The ‘best-practice’ theory is based on the premise that HR patterns observed in high-performing houses can be transformed to other companies with the same consequences.
Pfeffer’s list of seven HR patterns for competitory advantage through people is one of the best known set of best-practices. It is said when adopted will take to better concern public presentation.
Employment security and internal labor markets
Selective hiring and sophisticated choice
Extensive preparation. acquisition and development
Employee engagement. information sharing and worker voice- Sharing information Self-managed teams/teamworking
High compensation contingent on Company public presentation
Decrease of position differentials/harmonisation – Reduction of position differences The thought is that a peculiar package of HR patterns has the possible to lend improved employee attitudes and behaviors. lower degrees of absenteeism and labour turnover. and higher degrees of productiveness. quality and client service. This. it is argued. has the ultimate consequence of bring forthing higher degrees of profitableness.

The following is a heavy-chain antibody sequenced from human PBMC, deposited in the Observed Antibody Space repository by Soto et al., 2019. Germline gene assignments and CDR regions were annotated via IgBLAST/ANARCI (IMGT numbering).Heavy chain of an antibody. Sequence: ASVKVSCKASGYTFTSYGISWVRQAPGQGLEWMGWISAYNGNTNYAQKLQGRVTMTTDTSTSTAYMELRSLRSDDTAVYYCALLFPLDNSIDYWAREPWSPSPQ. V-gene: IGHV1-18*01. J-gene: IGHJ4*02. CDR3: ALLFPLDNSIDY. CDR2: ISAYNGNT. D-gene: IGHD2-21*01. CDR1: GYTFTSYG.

HR Practices embracing scheme. suiting horizontally and vertically into the concern.
Since the HR patterns that purportedly contribute to an improved bottom line public presentation are by and large perceived as ‘good’ for workers – for illustration. employment security. preparation and development. information and audience. and higher degrees of wage – this looks like an attractive scenario for employers and workers likewise.
In kernel. recruiting and retaining talented. team-oriented. extremely motivated people is seen to put a footing for superior concern public presentation or competitory advantage. But this theory. like several other cosmopolitan theoretical accounts. has been criticised for a assortment of grounds:
• Disconnection from company’s ends and context
• Disregard of national differences such as direction patterns and civilization Inconsistency between the RBV’s accent on in-imitability and best-practice universalism
Although best-practices are excessively general. some research workers have found empirical grounds demoing a correlativity between the application of best-practice theories and company’s public presentation. The ground can be seen in the cogency of the underpinning “AMO” ( ability. motive. chance ) model.